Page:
Four Haitians have filed filed separate lawsuits against Haiti's former dictator Jean-Claude Duvalier, accusing him of torture and other crimes against humanity during his 1971-1986 rule, officials said Wednesday.
The lawsuits against the former dictator were filed by Michele Montas, a prominent journalist and a former UN spokeswoman, and three other Haitians who were jailed during Duvalier's 15-year-long rule in Haiti.
Montas confirmed later that she and the three other Haitians had filed separate criminal complaints with prosecutors against Duvalier, accusing him of arbitrary detention, exile, destruction of private property, torture and moral violation of civil and political rights.
Montas is an active Haitian human rights activist and has served as a spokeswoman for UN secretary-general Ban Ki-moon. She was forced into exile after Duvalier's authoritarian regime closed down her late husband's radio station.
The development came a day after Haitian prosecutors charged Duvalier with corruption, embezzlement of public funds and abuse of power during his 1971-1986 rule, just two days after his surprise return to Haiti from exile.
Duvalier was arrested on charges brought by the Haitian government on Tuesday. But he was later freed by a Haitian court, pending the outcome of a judicial investigation launched to determine whether the government charges carries enough merit to formally indict the former dictator. He was also ordered by the court to remain in Haiti until the investigation is completed.
Duvalier, better known by his nickname of "Baby Doc," had returned to his impoverished home country in a surprise move on Sunday. He was living in exile in France after being ousted 25 years ago by a popular revolt against his brutal dictatorship rule.
The former dictator's return to Haiti came amidst political uncertainty over disputed presidential elections, a continuing cholera epidemic and dragging post-quake reconstruction efforts.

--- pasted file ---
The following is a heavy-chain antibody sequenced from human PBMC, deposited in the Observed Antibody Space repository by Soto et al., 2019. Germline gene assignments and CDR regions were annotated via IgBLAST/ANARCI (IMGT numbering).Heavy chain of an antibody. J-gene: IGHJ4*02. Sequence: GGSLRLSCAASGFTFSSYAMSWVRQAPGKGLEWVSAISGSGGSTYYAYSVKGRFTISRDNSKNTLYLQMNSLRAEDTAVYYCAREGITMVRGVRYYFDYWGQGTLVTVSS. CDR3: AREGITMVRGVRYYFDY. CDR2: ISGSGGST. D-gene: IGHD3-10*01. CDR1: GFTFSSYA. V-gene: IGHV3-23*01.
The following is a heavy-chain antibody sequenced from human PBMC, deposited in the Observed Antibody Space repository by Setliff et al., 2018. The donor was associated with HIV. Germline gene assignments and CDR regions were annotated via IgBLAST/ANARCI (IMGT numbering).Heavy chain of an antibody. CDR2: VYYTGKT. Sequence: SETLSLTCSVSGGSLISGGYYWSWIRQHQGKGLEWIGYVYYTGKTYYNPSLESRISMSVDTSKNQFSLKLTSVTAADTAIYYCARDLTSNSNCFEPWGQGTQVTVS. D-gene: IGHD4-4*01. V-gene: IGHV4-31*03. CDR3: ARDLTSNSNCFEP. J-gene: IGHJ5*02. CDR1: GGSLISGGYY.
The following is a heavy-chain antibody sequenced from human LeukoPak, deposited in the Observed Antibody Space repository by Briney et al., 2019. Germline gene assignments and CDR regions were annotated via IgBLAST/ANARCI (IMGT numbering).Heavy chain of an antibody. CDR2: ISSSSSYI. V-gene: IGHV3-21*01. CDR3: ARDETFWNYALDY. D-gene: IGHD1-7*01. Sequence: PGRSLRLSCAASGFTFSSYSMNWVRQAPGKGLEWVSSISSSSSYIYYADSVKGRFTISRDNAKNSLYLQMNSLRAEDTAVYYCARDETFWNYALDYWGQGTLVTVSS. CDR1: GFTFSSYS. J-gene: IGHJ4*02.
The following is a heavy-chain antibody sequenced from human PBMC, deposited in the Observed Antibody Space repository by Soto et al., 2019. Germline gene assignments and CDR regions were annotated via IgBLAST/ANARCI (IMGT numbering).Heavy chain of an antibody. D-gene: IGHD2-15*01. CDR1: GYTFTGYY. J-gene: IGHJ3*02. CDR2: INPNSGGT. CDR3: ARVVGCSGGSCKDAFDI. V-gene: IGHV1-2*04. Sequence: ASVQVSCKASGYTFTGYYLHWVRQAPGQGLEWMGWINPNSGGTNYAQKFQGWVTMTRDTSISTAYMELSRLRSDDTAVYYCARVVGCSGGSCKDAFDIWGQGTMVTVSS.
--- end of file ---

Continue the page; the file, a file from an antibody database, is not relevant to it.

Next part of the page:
Soon after his arrival, Duvalier told reporters that he had returned "to help the people of Haiti" in the ongoing reconstruction efforts forced by last year's devastating earthquake. Without elaborating further, Duvalier said he was moved by television images of the first anniversary of the earthquake.
Duvalier had succeeded his father François Duvalier, known as Papa Doc, as the Haitian president after his father's death in 1971. He continued his father's legacy of ruling by brutality and intimidation for nearly 15 years before being ousted in 1986.
Though his critics accuse Jean-Claude Duvalier of massive corruption, repression and human rights violations during his rule, the former president has consistently denied any wrongdoings.
Duvalier's return to Haiti comes amidst a political crisis triggered in the country by the indefinite postponement of a presidential run-off due to alleged electoral fraud. The run-off is for choosing a successor to outgoing president Rene Preval.
In addition, Haiti has been battling a cholera outbreak that has left more than 3,650 people dead since it was first reported in mid-October last year. The disease has since spread across all ten of Haiti's provinces.
Also, international efforts are currently progressing in Haiti to rebuild the country after the January 12, 2010 earthquake that killed 217,000 people, displaced more than 1.5 million and caused an estimated damage of $8 billion to $14 billion. Haiti is incidentally the poorest nation in the Western Hemisphere.
by RTT Staff Writer
For comments and feedback: email@example.com